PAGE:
In a particularly bad day for long-suffering university administrators, Julia Gillard yesterday joined Kim Carr in piling on the bureaucracy. Though she did not say so directly in her speech to the AFR higher education conference, she clearly intends to follow the Bradley report recommendation to impose institutional enrolment targets for low SES students, which will cumulatively meet a national target.
By 2020, 20% of university undergraduate enrolments are to be of low SES students. She says the current figure is ‘around 16%’. Though it sounds about right, I can’t verify this because this number is not currently reported (it is for all students, but not for undergraduates only).
This is, however, the least of the statistical problems with this target. As I argued in December, even if targets are adopted the denominator should not be total university enrolments. This is a shifting target, in which the most important factor is not low SES enrolments but enrolments of other SES groups. In order for low SES to increase their share of total enrolments their enrolments need to grow more quickly than that of other groups. Substantial improvements in low SES enrolments are not in themselves enough.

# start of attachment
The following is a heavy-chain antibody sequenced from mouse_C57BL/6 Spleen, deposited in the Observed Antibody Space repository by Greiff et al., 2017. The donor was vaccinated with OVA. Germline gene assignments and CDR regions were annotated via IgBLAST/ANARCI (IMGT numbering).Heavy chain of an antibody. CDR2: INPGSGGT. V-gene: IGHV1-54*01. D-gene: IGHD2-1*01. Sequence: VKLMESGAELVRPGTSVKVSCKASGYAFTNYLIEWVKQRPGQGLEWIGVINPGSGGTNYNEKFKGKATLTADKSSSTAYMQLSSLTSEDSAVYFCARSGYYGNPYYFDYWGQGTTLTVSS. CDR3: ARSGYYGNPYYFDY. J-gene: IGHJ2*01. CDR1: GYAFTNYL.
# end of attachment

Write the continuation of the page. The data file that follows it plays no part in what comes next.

Short of engaging in class discrimination against applicants from middle and high SES groups, substantially increasing low SES as a share of total enrolments is going to be very difficult to achieve. Gillard herself notes that the school completion rate for high SES students has room to increase, but to the extent that it does reaching the low SES target would become more difficult.
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